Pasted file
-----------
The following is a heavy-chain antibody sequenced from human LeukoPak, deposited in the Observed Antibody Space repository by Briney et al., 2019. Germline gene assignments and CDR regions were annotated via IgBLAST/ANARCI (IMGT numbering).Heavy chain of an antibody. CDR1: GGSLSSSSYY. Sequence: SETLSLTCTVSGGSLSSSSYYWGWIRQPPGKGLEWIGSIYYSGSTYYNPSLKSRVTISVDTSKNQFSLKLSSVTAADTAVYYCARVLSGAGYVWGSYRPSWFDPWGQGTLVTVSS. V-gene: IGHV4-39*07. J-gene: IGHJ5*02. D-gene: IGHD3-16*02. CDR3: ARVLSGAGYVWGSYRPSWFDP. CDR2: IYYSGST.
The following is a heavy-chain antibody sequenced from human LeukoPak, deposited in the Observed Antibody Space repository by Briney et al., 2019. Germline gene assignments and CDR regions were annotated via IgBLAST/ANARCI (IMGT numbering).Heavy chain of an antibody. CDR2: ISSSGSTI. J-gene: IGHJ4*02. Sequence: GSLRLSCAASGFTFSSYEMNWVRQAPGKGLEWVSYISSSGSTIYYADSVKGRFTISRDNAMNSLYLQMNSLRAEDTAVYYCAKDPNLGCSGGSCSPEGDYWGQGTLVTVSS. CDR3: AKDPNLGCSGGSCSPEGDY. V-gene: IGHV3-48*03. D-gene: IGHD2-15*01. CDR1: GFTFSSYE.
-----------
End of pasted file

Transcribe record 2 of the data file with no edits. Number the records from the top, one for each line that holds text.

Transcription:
The following is a heavy-chain antibody sequenced from human LeukoPak, deposited in the Observed Antibody Space repository by Briney et al., 2019. Germline gene assignments and CDR regions were annotated via IgBLAST/ANARCI (IMGT numbering).Heavy chain of an antibody. CDR2: ISSSGSTI. J-gene: IGHJ4*02. Sequence: GSLRLSCAASGFTFSSYEMNWVRQAPGKGLEWVSYISSSGSTIYYADSVKGRFTISRDNAMNSLYLQMNSLRAEDTAVYYCAKDPNLGCSGGSCSPEGDYWGQGTLVTVSS. CDR3: AKDPNLGCSGGSCSPEGDY. V-gene: IGHV3-48*03. D-gene: IGHD2-15*01. CDR1: GFTFSSYE.